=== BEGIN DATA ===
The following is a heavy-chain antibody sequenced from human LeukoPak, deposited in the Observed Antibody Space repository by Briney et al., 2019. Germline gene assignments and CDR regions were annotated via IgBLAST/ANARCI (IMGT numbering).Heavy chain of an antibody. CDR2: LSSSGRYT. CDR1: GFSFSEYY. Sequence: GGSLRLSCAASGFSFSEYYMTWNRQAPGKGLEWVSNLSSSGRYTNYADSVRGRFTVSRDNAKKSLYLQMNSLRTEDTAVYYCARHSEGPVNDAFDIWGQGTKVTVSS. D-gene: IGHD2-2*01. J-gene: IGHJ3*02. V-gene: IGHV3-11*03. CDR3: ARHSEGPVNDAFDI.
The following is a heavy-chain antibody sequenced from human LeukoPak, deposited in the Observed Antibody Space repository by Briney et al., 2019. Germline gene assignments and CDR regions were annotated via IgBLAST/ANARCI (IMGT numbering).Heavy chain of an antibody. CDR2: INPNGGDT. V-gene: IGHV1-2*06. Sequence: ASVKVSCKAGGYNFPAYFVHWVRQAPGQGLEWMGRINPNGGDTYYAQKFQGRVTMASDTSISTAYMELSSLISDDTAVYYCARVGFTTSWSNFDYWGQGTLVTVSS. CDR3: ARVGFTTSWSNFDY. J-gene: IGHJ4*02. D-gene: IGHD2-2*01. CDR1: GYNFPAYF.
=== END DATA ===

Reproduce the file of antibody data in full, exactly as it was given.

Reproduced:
The following is a heavy-chain antibody sequenced from human LeukoPak, deposited in the Observed Antibody Space repository by Briney et al., 2019. Germline gene assignments and CDR regions were annotated via IgBLAST/ANARCI (IMGT numbering).Heavy chain of an antibody. CDR2: LSSSGRYT. CDR1: GFSFSEYY. Sequence: GGSLRLSCAASGFSFSEYYMTWNRQAPGKGLEWVSNLSSSGRYTNYADSVRGRFTVSRDNAKKSLYLQMNSLRTEDTAVYYCARHSEGPVNDAFDIWGQGTKVTVSS. D-gene: IGHD2-2*01. J-gene: IGHJ3*02. V-gene: IGHV3-11*03. CDR3: ARHSEGPVNDAFDI.
The following is a heavy-chain antibody sequenced from human LeukoPak, deposited in the Observed Antibody Space repository by Briney et al., 2019. Germline gene assignments and CDR regions were annotated via IgBLAST/ANARCI (IMGT numbering).Heavy chain of an antibody. CDR2: INPNGGDT. V-gene: IGHV1-2*06. Sequence: ASVKVSCKAGGYNFPAYFVHWVRQAPGQGLEWMGRINPNGGDTYYAQKFQGRVTMASDTSISTAYMELSSLISDDTAVYYCARVGFTTSWSNFDYWGQGTLVTVSS. CDR3: ARVGFTTSWSNFDY. J-gene: IGHJ4*02. D-gene: IGHD2-2*01. CDR1: GYNFPAYF.